CHARLESTON (AP) — Charleston’s bus authority spends about one dollar of every 27 dollars it collects in its fare boxes just to count money.

The Charleston Regional Area Transportation Authority pays an armored car company $100,000 a year to come in and count the coins and bills used to pay bus fares. That is more money than the authority pays to clean its bus shelters, according to The Post and Courier of Charleston reports.

The authority doesn’t have much of a choice because it doesn’t have the technology to take smartcards and having its employees count the cash is just too much to do with their other responsibilities, said authority interim executive director Jeff Burns.

“You have to carry the money, collect the money, count the money,” Burns said.

The authority does sell magnetic strip passes that include a discount, but most rides still choose to pay with cash, Burns said.

Dunbar Armored has the contract to count the money. Three times a week, the company’s workers come into a locked vault, count the bills and coins and put them on an armored truck for deposit. The coins can be dumped into a machine and counted. But the bills have to be unfolded and uncrumpled before that can be sent through counting machines, officials said.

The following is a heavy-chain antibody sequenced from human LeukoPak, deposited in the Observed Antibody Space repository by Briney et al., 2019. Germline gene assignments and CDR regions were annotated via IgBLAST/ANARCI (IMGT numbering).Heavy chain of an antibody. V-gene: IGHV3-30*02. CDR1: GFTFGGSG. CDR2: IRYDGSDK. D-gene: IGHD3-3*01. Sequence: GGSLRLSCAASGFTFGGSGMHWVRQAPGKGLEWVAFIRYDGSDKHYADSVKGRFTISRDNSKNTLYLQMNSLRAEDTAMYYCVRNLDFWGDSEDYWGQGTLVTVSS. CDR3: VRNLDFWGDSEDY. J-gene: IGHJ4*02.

Most of the authority’s budget comes from Charleston County’s half-penny sales tax and federal subsidies. But cash fare still account for more than 13 percent of the budget.

The trend across the country is for bus authorities to move to smartcards or other pay methods so less revenue is spent on counting. “In a general sense, cash is continuing to drop as a method of payment, as many are now using smart cards on buses where most cash transactions occur,” said Martin Schroeder, chief technology officer at the American Public Transportation Association.

But Burns said just 17 of the Charleston authority’s buses could take smartcards, and the agency doesn’t have a system yet to sell and process the cards.


Information from: The Post and Courier,